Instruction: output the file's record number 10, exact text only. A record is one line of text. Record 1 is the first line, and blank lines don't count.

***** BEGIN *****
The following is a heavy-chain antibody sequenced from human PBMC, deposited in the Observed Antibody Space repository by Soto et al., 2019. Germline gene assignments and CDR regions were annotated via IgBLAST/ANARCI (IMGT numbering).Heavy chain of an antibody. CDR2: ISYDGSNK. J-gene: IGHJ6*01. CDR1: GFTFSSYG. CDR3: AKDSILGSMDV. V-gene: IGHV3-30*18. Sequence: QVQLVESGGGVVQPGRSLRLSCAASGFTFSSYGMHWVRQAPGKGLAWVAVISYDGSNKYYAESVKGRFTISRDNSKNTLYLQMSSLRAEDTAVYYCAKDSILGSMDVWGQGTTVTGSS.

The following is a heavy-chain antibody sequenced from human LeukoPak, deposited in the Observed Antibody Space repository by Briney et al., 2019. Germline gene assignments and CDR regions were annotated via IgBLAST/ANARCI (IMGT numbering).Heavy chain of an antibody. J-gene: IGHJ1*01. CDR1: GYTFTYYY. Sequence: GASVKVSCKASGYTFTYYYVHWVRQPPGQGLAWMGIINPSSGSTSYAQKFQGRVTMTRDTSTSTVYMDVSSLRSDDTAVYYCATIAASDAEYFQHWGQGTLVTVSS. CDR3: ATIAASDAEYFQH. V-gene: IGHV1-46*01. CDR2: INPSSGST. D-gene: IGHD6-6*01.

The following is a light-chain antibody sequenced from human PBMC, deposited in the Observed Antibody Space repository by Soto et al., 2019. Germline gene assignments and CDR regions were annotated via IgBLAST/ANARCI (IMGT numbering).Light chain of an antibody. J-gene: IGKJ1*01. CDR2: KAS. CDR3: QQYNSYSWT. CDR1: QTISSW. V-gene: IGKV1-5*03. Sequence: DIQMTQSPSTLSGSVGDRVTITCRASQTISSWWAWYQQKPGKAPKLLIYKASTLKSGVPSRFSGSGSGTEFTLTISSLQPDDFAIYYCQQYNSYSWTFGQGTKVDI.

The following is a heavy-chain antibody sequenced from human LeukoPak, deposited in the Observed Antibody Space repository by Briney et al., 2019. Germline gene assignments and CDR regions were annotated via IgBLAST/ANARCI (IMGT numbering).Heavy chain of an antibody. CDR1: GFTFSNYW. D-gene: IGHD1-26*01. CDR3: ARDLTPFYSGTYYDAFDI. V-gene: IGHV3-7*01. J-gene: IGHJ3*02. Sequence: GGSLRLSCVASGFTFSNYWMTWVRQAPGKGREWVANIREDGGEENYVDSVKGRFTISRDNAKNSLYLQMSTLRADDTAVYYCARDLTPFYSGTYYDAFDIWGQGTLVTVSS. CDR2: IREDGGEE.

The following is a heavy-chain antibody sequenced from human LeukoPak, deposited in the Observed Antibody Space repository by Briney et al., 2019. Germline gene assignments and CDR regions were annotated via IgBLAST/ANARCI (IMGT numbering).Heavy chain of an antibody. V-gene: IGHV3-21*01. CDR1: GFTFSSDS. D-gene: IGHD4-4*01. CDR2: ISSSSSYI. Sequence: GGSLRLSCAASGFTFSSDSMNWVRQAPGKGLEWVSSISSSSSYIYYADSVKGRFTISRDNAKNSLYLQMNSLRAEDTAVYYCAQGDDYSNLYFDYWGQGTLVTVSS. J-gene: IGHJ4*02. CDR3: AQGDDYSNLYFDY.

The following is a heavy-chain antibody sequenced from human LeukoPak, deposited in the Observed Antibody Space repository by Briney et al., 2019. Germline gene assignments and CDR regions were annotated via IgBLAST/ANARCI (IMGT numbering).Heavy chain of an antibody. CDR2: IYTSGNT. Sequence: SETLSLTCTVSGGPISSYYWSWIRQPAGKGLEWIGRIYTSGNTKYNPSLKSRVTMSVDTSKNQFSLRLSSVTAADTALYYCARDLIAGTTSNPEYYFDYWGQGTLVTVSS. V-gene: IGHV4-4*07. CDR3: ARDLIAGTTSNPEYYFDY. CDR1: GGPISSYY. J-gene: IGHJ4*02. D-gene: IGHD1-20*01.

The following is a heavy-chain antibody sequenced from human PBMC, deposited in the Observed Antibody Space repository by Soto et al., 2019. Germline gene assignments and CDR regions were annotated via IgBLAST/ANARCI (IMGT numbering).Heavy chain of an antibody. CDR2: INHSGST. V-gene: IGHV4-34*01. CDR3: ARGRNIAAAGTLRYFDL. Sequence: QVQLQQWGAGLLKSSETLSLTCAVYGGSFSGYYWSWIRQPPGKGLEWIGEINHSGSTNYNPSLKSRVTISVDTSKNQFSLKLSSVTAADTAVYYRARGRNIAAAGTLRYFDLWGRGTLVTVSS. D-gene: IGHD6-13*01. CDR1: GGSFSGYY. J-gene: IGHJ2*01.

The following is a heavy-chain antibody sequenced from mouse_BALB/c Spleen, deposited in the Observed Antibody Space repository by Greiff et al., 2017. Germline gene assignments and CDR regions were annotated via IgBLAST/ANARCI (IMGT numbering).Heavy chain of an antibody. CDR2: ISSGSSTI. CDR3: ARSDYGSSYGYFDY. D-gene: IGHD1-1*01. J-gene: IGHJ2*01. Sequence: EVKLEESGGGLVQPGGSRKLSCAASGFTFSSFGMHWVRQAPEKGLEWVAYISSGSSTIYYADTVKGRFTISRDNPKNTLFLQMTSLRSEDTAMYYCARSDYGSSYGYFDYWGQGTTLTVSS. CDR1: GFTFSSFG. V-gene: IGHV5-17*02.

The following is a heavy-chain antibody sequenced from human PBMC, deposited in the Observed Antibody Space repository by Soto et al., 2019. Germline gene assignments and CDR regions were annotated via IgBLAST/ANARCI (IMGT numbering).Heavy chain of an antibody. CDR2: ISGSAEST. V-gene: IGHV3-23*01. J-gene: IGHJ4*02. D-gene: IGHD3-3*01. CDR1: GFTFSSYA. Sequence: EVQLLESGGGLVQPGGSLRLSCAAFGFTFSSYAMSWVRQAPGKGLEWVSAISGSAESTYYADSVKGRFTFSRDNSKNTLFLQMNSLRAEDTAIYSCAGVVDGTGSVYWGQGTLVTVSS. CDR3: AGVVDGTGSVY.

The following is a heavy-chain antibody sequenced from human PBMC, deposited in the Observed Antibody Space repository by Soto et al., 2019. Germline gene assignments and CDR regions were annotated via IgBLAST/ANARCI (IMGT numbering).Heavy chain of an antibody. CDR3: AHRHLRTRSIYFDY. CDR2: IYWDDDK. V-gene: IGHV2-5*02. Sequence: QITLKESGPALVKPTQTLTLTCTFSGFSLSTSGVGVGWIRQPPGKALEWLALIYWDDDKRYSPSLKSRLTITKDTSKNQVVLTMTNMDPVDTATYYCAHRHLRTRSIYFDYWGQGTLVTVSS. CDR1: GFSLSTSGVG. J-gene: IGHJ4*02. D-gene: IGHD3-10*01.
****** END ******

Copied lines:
The following is a heavy-chain antibody sequenced from human PBMC, deposited in the Observed Antibody Space repository by Soto et al., 2019. Germline gene assignments and CDR regions were annotated via IgBLAST/ANARCI (IMGT numbering).Heavy chain of an antibody. CDR3: AHRHLRTRSIYFDY. CDR2: IYWDDDK. V-gene: IGHV2-5*02. Sequence: QITLKESGPALVKPTQTLTLTCTFSGFSLSTSGVGVGWIRQPPGKALEWLALIYWDDDKRYSPSLKSRLTITKDTSKNQVVLTMTNMDPVDTATYYCAHRHLRTRSIYFDYWGQGTLVTVSS. CDR1: GFSLSTSGVG. J-gene: IGHJ4*02. D-gene: IGHD3-10*01.